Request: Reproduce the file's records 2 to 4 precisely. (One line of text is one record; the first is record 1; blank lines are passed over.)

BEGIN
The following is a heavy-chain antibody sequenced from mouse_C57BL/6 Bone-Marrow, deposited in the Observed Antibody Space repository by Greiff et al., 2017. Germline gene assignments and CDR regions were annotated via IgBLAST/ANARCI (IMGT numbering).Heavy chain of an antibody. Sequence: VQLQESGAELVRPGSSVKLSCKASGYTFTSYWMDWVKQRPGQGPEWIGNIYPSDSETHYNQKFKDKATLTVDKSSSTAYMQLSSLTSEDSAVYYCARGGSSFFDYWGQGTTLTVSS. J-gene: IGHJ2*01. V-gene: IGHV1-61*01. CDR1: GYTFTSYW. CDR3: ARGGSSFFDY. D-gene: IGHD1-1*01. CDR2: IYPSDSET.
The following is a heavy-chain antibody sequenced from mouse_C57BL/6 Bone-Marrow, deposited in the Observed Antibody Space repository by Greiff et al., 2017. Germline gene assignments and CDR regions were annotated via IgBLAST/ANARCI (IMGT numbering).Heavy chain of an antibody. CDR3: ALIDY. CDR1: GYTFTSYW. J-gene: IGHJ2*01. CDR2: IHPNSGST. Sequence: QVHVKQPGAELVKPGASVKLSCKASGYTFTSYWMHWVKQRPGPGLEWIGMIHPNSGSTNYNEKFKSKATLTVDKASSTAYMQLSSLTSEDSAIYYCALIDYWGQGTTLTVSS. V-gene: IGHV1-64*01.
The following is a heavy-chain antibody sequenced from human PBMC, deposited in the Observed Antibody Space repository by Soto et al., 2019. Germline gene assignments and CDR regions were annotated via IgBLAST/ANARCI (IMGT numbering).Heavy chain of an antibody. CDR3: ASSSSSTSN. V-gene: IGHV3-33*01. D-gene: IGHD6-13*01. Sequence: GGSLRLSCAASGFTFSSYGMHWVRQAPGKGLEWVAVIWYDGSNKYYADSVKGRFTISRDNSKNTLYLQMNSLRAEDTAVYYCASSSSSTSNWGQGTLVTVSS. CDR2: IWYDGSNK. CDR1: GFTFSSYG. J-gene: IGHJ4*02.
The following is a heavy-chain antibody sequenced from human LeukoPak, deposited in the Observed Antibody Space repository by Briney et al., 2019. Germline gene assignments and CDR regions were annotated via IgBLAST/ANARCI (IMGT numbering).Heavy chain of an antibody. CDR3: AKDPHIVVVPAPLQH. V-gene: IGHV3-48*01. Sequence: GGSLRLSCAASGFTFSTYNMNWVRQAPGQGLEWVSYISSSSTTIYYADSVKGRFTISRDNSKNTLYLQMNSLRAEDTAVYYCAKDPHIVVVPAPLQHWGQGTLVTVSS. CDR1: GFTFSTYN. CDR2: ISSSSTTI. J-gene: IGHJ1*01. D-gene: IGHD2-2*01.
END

The following is a heavy-chain antibody sequenced from mouse_C57BL/6 Bone-Marrow, deposited in the Observed Antibody Space repository by Greiff et al., 2017. Germline gene assignments and CDR regions were annotated via IgBLAST/ANARCI (IMGT numbering).Heavy chain of an antibody. CDR3: ALIDY. CDR1: GYTFTSYW. J-gene: IGHJ2*01. CDR2: IHPNSGST. Sequence: QVHVKQPGAELVKPGASVKLSCKASGYTFTSYWMHWVKQRPGPGLEWIGMIHPNSGSTNYNEKFKSKATLTVDKASSTAYMQLSSLTSEDSAIYYCALIDYWGQGTTLTVSS. V-gene: IGHV1-64*01.
The following is a heavy-chain antibody sequenced from human PBMC, deposited in the Observed Antibody Space repository by Soto et al., 2019. Germline gene assignments and CDR regions were annotated via IgBLAST/ANARCI (IMGT numbering).Heavy chain of an antibody. CDR3: ASSSSSTSN. V-gene: IGHV3-33*01. D-gene: IGHD6-13*01. Sequence: GGSLRLSCAASGFTFSSYGMHWVRQAPGKGLEWVAVIWYDGSNKYYADSVKGRFTISRDNSKNTLYLQMNSLRAEDTAVYYCASSSSSTSNWGQGTLVTVSS. CDR2: IWYDGSNK. CDR1: GFTFSSYG. J-gene: IGHJ4*02.
The following is a heavy-chain antibody sequenced from human LeukoPak, deposited in the Observed Antibody Space repository by Briney et al., 2019. Germline gene assignments and CDR regions were annotated via IgBLAST/ANARCI (IMGT numbering).Heavy chain of an antibody. CDR3: AKDPHIVVVPAPLQH. V-gene: IGHV3-48*01. Sequence: GGSLRLSCAASGFTFSTYNMNWVRQAPGQGLEWVSYISSSSTTIYYADSVKGRFTISRDNSKNTLYLQMNSLRAEDTAVYYCAKDPHIVVVPAPLQHWGQGTLVTVSS. CDR1: GFTFSTYN. CDR2: ISSSSTTI. J-gene: IGHJ1*01. D-gene: IGHD2-2*01.